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Kensington Cops Used Confidential Database to Gather Information on Police Board Member

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Records released under a new state police transparency law show Kensington police officers accessed a confidential database nine times to gather information on a now former elected official. (iStock/Getty Images)

In what a privacy expert called an "extremely egregious” example of police abusing their authority, Kensington officers accessed a highly confidential state law enforcement database at least nine times to gather information on a now former elected official who was critical of their department.

The documents, released under the state's new police accountability law, Senate Bill 1421, deliver another black eye for the police department in this tiny, affluent, unincorporated town in the hills north of Berkeley.

The revelations are contained in records about an officer who was fired for leaking information about the data searches and later denying it to investigators. The documents show that multiple officers, whose names are blacked out, accessed records on former police board member Vanessa Cordova in 2014 and 2015 through the California Law Enforcement Telecommunications System, known as CLETS. The system contains information on California residents' criminal history, driving records and links to national law enforcement databases. Its use for non-law enforcement purposes can be a felony under state law.

“Why should people outside of Kensington care about this?” asked Dave Maass, an investigative researcher for the Electronic Frontier Foundation who has looked into CLETS abuse. “Because these cops can spy on anyone in the state. It’s alarming (and) an extremely egregious example” of abuse of the database.

“We’ve long suspected this is the sort of thing that is going on all the time,” Maass said.


In two instances, the name of the officer searching records on Cordova was not entered into the system. One search occurred the day before officers Juan Ramos and Keith Barrow pulled her over in Berkeley on Oct. 7, 2015, and ticketed her for an overdue registration and missing front license plate.

Cordova claimed they harassed her. Both officers were disciplined for the stop, but an investigator found no harassment occurred, a finding Cordova disputes. The officers claimed the stop was made randomly while they were on their way to buy energy drinks. A judge later dismissed the tickets.

Only Ramos has been previously tied to directly searching Cordova's records. Former Kensington Police Chief Kevin Hart said in 2016 that just a "minor infraction" of CLETS rules was found when Ramos was investigated after the traffic stop, and "there is no evidence of any widespread misuse. Any claims of additional CLETS abuse is without merit and not true."

But the records released Friday show the number of searches is much higher than Kensington officials have ever acknowledged.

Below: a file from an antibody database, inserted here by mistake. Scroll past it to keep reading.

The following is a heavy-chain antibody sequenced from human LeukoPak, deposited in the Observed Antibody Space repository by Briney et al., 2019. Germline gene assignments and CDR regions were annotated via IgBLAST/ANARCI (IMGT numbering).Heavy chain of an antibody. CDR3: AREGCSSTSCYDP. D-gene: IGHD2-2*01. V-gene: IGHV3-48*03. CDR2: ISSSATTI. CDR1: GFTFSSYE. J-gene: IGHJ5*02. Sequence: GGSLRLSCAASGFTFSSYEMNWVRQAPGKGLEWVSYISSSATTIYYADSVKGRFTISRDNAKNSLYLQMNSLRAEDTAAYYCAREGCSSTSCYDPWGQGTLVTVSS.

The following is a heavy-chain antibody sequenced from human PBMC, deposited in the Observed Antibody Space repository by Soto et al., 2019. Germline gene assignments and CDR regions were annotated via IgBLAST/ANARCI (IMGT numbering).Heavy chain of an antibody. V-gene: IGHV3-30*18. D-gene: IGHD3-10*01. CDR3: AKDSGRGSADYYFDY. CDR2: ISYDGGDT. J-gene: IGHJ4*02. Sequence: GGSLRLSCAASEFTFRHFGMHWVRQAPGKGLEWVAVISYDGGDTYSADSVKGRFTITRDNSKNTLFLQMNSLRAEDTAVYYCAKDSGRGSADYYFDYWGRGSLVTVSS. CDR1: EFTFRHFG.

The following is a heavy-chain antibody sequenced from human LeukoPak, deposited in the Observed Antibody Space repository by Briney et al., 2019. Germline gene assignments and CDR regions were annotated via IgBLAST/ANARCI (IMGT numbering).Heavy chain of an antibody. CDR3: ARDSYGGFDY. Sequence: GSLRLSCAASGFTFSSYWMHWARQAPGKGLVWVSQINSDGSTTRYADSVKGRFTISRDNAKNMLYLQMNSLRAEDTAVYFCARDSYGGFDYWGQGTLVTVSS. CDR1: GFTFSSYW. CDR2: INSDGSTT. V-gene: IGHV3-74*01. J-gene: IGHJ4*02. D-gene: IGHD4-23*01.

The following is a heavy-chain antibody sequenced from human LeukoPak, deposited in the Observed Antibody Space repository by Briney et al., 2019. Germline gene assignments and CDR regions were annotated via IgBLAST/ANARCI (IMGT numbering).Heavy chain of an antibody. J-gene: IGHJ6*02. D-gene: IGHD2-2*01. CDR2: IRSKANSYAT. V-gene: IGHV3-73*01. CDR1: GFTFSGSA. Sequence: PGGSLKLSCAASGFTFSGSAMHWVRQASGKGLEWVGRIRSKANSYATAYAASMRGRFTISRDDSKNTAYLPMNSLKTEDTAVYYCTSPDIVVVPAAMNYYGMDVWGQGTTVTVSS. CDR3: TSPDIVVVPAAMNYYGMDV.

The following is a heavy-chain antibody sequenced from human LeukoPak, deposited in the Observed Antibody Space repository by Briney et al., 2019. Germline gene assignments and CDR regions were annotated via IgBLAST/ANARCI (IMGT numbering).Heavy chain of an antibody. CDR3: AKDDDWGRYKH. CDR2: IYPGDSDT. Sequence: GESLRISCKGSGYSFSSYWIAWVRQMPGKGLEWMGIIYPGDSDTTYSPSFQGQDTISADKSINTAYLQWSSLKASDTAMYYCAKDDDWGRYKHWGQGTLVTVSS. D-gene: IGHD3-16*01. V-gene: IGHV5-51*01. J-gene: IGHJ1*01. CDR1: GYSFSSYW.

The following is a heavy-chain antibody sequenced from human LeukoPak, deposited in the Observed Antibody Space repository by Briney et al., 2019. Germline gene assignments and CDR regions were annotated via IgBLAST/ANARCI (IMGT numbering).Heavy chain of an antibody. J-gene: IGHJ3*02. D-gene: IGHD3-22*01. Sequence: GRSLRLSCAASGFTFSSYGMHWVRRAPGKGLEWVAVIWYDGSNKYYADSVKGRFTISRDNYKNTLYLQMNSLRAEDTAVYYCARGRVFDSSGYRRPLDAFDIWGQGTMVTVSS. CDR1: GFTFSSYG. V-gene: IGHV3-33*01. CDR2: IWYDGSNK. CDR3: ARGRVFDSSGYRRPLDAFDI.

Reached Tuesday, Hart said he didn't recall any finding that Cordova's records were accessed at least nine times.

"I have moved on and I don't remember," he said. "But I would I stand by my statement."

Cordova responded angrily to the revelations. "I don't feel vindicated, I feel violated," she wrote in an email. The records confirm "what I have always alleged: that I was targeted by members of the Kensington Police Department in political retaliation for my police reform agenda."

Cordova had helped to push out a former chief, Greg Harman, for his light discipline of Barrow when the officer's gun and badge were stolen by a sex worker in Reno in 2014 after he paid her for sex and fell asleep.

Tuesday, the president of the board of directors of the Kensington Police Protection and Community Services District called for an investigation.

"I have asked our attorney to investigate these abuses," Eileen Nottoli said, pointing out that the documents show officers were accessing Cordova's records "even before she took office (in 2014). I find that very odd."

Nottoli said some residents who have been critical of the department, or favored disbanding it in favor of contracting with another agency for police services, have said police harassed them. "I have heard many stories from residents, and I do wonder, I do wonder," she said.

The number of times the database was used to access Cordova’s driving record and personnel information was revealed in documents detailing the firing of Sgt. Kevin Hui, in 2016. Hui had conducted an audit of the CLETS searches as part of an internal investigation of the traffic stop and leaked the results to Cordova, investigators found. He was fired after denying he gave her the information.

Hui did not return phone and email messages Tuesday.

Kensington isn't alone in officers abusing the police databases or spying on people.

A San Diego sheriff’s deputy was sentenced to a year in jail last year for groping a 14-year-old girl. Investigators found he improperly accessed his own criminal case more than 33 times before he was arrested.

In the border town of Calexico in Imperial County, federal investigators found that police spent $100,000 on equipment, some of it described as "James Bond spy glasses," for surveillance of city council members and citizens who complained about police abuses.

In Kensington, police district general manager Tony Constantouros said the town keeps trying to move beyond embarrassments such as Barrow's stolen gun, Harman's ouster and the Cordova traffic stop.

"We want to go forward," Constantouros said Tuesday. "But the past keeps coming back."

Sukey Lewis of KQED News contributed to this report.

This story was reported in collaboration with the Bay Area News Group and Investigative Studios, an independent nonprofit news organization affiliated with the Investigative Reporting Program at UC Berkeley.

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